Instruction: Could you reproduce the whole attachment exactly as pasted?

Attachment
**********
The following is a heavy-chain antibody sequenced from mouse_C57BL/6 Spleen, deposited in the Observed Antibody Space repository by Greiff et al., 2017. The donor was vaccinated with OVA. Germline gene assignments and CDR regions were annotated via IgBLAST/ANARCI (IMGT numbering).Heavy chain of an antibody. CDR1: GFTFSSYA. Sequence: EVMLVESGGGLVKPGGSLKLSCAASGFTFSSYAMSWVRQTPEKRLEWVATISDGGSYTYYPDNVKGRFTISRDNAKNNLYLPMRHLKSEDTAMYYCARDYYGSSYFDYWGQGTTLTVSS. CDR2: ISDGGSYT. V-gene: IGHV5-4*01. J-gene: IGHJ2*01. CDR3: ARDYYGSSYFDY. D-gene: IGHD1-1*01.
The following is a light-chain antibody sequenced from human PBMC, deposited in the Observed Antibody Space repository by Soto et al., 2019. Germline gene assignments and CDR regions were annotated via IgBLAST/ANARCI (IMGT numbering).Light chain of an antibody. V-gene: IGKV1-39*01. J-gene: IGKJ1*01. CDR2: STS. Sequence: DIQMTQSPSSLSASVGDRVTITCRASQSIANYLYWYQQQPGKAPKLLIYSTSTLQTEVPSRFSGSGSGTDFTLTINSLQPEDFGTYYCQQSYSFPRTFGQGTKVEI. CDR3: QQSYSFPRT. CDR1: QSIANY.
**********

The following is a heavy-chain antibody sequenced from mouse_C57BL/6 Spleen, deposited in the Observed Antibody Space repository by Greiff et al., 2017. The donor was vaccinated with OVA. Germline gene assignments and CDR regions were annotated via IgBLAST/ANARCI (IMGT numbering).Heavy chain of an antibody. CDR1: GFTFSSYA. Sequence: EVMLVESGGGLVKPGGSLKLSCAASGFTFSSYAMSWVRQTPEKRLEWVATISDGGSYTYYPDNVKGRFTISRDNAKNNLYLPMRHLKSEDTAMYYCARDYYGSSYFDYWGQGTTLTVSS. CDR2: ISDGGSYT. V-gene: IGHV5-4*01. J-gene: IGHJ2*01. CDR3: ARDYYGSSYFDY. D-gene: IGHD1-1*01.
The following is a light-chain antibody sequenced from human PBMC, deposited in the Observed Antibody Space repository by Soto et al., 2019. Germline gene assignments and CDR regions were annotated via IgBLAST/ANARCI (IMGT numbering).Light chain of an antibody. V-gene: IGKV1-39*01. J-gene: IGKJ1*01. CDR2: STS. Sequence: DIQMTQSPSSLSASVGDRVTITCRASQSIANYLYWYQQQPGKAPKLLIYSTSTLQTEVPSRFSGSGSGTDFTLTINSLQPEDFGTYYCQQSYSFPRTFGQGTKVEI. CDR3: QQSYSFPRT. CDR1: QSIANY.